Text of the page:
According to NPR, only 13 percent of mothers manage to exclusively breastfeed for six months (the recommendation for baby’s health). I am lucky; of my three children, I breastfed the older two for over a year and a half, and my daughter is four months old and we are going strong. My breastfeeding journey has not come without struggle, though. Cracked nipples, thrush, milk blebs and all have greeted me with each child, but I have been determined each and every time. And while it hasn’t always been easy, for me (and them) it has always been worth it.
So please, for the love of God, stop asking me when I am going to give my breastfed baby a bottle. I don’t know what makes people think they need to express their opinions, but from the time I first ventured out with her in public somewhere other than a doctor’s office, someone has asked me, “You haven’t started giving her a bottle yet?” Did I mention she’s only four months old?
I’m sorry, did I forget my nipples at home? What could she possibly get from a bottle that she can’t get from me when I am sitting RIGHT HERE with her? No, I don’t give her a bottle while I am with her because I don’t need to. And there are plenty of ways to bond with baby that don’t involve you feeding them. So come up with something else, please.
On the rare occasions that I have left her, she thankfully has taken a bottle with no problem. But there are so many things to consider when introducing a breastfed baby to bottles. Nipple confusion is a thing. Then we have to learn pace feeding. There’s finding a bottle that baby won’t reject. We’re not just winging it over here. These things aren’t as simple as you would like to make them seem! And quite frankly, I am more concerned with keeping my own mental health in check than worrying about how the slight possibility of you seeing my nipples is going to make you feel. I have already had to learn enough about this new human.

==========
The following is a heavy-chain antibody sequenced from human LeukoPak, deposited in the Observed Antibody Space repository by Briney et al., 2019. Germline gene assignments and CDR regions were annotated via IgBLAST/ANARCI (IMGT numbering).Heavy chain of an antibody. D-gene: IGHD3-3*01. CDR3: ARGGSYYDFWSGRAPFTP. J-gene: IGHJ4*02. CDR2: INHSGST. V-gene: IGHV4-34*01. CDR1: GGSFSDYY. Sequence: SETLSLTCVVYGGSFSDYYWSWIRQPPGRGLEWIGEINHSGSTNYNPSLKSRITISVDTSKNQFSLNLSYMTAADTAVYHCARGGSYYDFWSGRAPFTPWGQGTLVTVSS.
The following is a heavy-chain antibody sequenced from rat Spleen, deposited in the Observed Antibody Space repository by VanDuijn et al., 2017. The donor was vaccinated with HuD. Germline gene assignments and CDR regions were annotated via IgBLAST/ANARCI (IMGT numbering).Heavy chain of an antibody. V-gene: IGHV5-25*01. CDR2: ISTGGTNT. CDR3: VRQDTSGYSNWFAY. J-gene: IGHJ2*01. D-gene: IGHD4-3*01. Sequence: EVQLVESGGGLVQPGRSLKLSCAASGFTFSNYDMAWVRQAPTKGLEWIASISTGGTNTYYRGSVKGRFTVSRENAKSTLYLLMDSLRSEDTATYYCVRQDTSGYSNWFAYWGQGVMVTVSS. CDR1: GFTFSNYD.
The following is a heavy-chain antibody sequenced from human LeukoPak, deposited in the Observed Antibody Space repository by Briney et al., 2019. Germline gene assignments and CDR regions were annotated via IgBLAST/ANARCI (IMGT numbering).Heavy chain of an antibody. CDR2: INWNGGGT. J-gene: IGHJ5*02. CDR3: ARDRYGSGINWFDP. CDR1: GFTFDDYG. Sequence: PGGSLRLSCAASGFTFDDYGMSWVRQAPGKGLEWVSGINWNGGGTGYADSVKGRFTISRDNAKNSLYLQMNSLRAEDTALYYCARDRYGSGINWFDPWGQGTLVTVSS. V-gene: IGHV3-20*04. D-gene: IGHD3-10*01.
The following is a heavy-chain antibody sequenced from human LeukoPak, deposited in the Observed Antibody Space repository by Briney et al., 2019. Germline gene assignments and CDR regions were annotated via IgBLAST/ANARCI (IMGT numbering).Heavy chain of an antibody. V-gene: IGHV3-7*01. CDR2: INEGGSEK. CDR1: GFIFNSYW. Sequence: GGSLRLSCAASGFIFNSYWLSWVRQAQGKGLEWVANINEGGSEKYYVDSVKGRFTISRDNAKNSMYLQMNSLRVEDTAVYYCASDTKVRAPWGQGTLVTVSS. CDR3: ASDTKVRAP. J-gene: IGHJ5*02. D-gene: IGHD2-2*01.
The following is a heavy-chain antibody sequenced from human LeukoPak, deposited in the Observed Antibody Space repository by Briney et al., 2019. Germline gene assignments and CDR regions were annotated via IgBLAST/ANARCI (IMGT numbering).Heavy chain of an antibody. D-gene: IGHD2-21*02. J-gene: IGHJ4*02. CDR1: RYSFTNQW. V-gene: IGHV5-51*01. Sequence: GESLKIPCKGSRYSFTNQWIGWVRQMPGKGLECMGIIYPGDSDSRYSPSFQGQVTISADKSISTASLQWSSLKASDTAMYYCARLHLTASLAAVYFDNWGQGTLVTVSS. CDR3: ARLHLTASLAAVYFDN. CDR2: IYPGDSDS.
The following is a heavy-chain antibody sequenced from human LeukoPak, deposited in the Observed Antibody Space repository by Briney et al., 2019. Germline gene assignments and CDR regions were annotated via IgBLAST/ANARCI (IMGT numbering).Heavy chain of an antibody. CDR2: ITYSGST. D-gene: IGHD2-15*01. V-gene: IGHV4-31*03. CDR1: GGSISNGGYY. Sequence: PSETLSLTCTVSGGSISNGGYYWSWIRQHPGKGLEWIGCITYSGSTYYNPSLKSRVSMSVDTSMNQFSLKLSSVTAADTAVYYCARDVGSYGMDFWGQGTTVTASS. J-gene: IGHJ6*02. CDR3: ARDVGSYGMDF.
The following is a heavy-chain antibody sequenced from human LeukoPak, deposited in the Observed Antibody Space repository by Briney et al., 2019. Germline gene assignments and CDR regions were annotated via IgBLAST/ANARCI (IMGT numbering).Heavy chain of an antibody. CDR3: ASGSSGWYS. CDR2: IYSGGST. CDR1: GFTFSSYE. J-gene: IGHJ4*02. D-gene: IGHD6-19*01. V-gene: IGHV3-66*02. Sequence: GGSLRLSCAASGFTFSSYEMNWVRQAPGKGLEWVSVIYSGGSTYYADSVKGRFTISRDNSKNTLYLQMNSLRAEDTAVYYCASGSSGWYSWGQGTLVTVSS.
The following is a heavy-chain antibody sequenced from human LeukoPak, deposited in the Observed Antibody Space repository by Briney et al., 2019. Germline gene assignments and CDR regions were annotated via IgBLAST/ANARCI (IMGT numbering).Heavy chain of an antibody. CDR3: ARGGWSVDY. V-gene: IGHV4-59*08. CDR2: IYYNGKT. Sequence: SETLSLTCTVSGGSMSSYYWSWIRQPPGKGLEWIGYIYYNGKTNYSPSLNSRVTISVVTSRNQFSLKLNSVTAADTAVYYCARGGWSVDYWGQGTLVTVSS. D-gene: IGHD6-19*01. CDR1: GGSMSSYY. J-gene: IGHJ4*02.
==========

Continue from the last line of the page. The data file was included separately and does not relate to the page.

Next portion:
Should I even begin to talk about the challenges that Black women face breastfeeding? According to the Centers for Disease Control and Prevention, black women struggle to breastfeed successfully because they return earlier to work, receive less information about breastfeeding from their health-care providers and have less access to professional support. To top it off we’re dealing with the traumatic history surrounding slavery and being forced to breastfeed any and everybody’s babies. So now you’re shaming me about wanting to feed my own child? Mmmmmm couldjafuckinnot? Thanks.
Additionally, more WOC are the primary breadwinners in their homes and forced to return to work sooner (thanks to the crappy maternity leave in the US.) Paid maternity leave is often too short for mothers to stay with their babies long enough to establish breastfeeding. We are also more likely to experience complications antepartum and postpartum. This causes us to use some of our paid benefits before baby is even born. I went back to work with my second son when he was only SEVEN weeks old. I was thankfully afforded the flexibility to pump while I was at work, but often did so in my car. Because …hello…. many workplaces are not equipped with a proper pumping room nor do they care. And even then, as a then 27-year-old, Black mom of two working with other millennial women of color, some of the conversations that I had surrounding breastfeeding were crazy. I actually had a coworker tell me was not breastfed because it “felt gay.” Oh hello, typical over-sexualization of Black bodies.
All this is to say, as moms, we already have enough obstacles to overcome. We are already in our own heads about breastfeeding. We’re worried about if our baby is eating enough and if they are gaining the correct amount of weight. Then we’re constantly thinking about what we are eating and how it is effecting our milk supply. Should we take fenugreek? How much Body Armor is actually safe to drink? Do I have mastitis or just a clogged milk duct?
This breastfeeding gig is hard. I don’t need any commentary from the peanut gallery. Especially comments that contradict my long term goals.